Knowledge of the reaction of other groups of terrestrial, non-flying vertebrates is very scarce. Lovich and Ennen (2013) give examples of various studies on the impact of wind farms on Agassiz’s desert tortoise, a federally and state-protected species in the USA (CA) (Lovich et al. 2011), whereas ground-dwelling animals, such as small mammals (orders Rodentia and Soricomorpha) have been the subject of very limited studies. Small mammals are very common animals and can live in almost any terrestrial ecosystem, usually in multi-species communities. The species richness of small mammals is very high (Rodentia includes over 2300 species, Soricomorpha over 400 species) and constitutes approximately 50 % of worldwide mammalian biodiversity (Wilson and Reeder 2011). It is also known that human impacts may affect small mammals at the community and population level (e.g. urbanization [Łopucki et al. 2013], roads [Rico et al. 2007], agriculture [Horváth and Herczeg 2013]), and some species are threatened with extinction (Smulders et al. 2003).

Taking the above facts into account raises the question of whether the development of wind farms influences this group of animals. Thus far, this issue has not been sufficiently resolved in a scientific way. For example, de Lucas et al. (2005) concluded that wind farms did not clearly affect small mammal populations. In their studies, small mammal populations showed high variations in numbers, and this natural population fluctuation made it difficult to detect differences before, during and after wind farm construction. Rabin et al. (2006) presented a more specific study and hypothesized that the noise generated by wind energy turbines affected the behaviour of California ground squirrels (Spermophilus beecheyi). The species is highly social, and individuals vocalize to alert other members of the colony when a predator is detected. The results demonstrated a statistically significant effect of noise on squirrels at the turbine site; they showed increased caution and elevated vigilance in comparison with squirrels far away from turbines.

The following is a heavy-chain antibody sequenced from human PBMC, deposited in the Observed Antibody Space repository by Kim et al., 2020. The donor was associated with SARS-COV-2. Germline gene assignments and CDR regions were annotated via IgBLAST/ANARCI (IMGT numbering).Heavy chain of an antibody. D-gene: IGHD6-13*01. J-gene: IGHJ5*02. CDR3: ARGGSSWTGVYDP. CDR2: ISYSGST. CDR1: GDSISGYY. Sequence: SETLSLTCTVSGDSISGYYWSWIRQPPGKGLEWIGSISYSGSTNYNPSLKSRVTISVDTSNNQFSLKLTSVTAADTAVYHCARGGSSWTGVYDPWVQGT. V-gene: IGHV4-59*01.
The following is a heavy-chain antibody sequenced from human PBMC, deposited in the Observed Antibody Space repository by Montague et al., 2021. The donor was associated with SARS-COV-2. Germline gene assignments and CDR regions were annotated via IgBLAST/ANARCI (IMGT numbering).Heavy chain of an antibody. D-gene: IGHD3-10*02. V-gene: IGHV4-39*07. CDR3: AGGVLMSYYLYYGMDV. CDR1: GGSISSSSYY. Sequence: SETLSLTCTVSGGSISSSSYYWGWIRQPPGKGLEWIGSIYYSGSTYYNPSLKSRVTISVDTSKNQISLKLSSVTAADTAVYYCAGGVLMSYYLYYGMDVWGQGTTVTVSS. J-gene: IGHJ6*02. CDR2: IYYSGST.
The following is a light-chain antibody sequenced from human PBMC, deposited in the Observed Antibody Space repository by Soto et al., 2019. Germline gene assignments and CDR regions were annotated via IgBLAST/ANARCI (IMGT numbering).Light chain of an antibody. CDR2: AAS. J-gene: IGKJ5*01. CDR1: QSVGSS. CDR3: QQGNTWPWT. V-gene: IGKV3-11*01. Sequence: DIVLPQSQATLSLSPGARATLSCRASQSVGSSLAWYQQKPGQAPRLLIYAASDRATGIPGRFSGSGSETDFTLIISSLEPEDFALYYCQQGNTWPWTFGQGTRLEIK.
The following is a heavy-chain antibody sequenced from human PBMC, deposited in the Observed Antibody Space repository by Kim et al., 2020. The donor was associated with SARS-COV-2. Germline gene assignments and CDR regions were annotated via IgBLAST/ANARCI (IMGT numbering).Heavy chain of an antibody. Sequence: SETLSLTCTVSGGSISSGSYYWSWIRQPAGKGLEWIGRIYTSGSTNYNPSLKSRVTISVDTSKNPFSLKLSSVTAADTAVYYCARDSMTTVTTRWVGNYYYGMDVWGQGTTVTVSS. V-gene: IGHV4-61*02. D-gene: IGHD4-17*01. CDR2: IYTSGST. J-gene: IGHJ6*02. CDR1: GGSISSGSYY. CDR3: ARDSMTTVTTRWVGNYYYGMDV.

The aim of this work was to present empirical data of the impact of three functioning wind farms on terrestrial small mammals, i.e. rodents and shrews. We tested the null hypothesis of no effect (negative or positive) of wind turbines on communities of small mammals (species richness, species diversity, species evenness, community composition and relative abundance) and population parameters (mean body mass, sex ratio, the proportion of adult individuals and the proportion of reproductive females).

We assumed that the impact of wind turbines on small mammals should be the most distinct (and consequently the easiest to observe on a community or population level) in short-term functioning farms, because in such a short time, small mammals have not yet developed adaptations to this novel anthropogenic element in the environment. We also assumed, on the basis of the results of de Lucas et al. (2005), that long-term study of small mammals, conducted with the gradient transect method, may not show clear results. For this reason we decided to conduct a short-term study but in multi-repetition of paired ‘turbine-control sites’. We studied sites with the highest potential impact of wind turbines, i.e. sites close to wind turbines, and we tested effects of wind turbines on various communities and population parameters of small mammals. We expected that the effects, if they are significant, should be observed for at least some of the analysed parameters.

Study area

The study was carried out in southeastern Poland (central Europe) within the foothills of the Outer Western Carpathian Mountains at three wind farms situated in the vicinity of the following localities: Łęki Dukielskie (N 49° 36′ 52″, E 21° 40′ 54″), Rymanów (N 49° 36′ 19″, E 21° 50′ 37″) and Bukowsko (N 49° 30′ 31″, E 22° 5′ 17″). The farms were located at distances of 11 and 19 km from each other. All farms are novel elements in the landscape of this region because they have been in operation for no longer than 5 years.

The Łęki Dukielskie wind farm consists of five Repower MM92 wind turbines with the following parameters: a tower height of 100 m and a rotor diameter of 92.5 m. The capacity of a single turbine amounts to 2.05 MW. The farm is located at an altitude of 370–410 m above sea level. The turbines are located next to a forest complex of an area of ca. 14 km2 at a distance of 18–600 m from the periphery of the forest. From the south, the turbines adjoin agricultural areas.

The Rymanów wind farm consists of 13 Repower MM92 wind turbines with the following parameters: a tower height of 100 m and a rotor diameter of 92.5 m. The capacity of a single turbine amounts to 2.05 MW. The farm is located at an altitude of 310–330 m above sea level. The turbines are surrounded by agricultural areas with arable fields and meadows. There are also small groups of shrubs located along the access roads, bounds and ditches and on non-managed patches of land.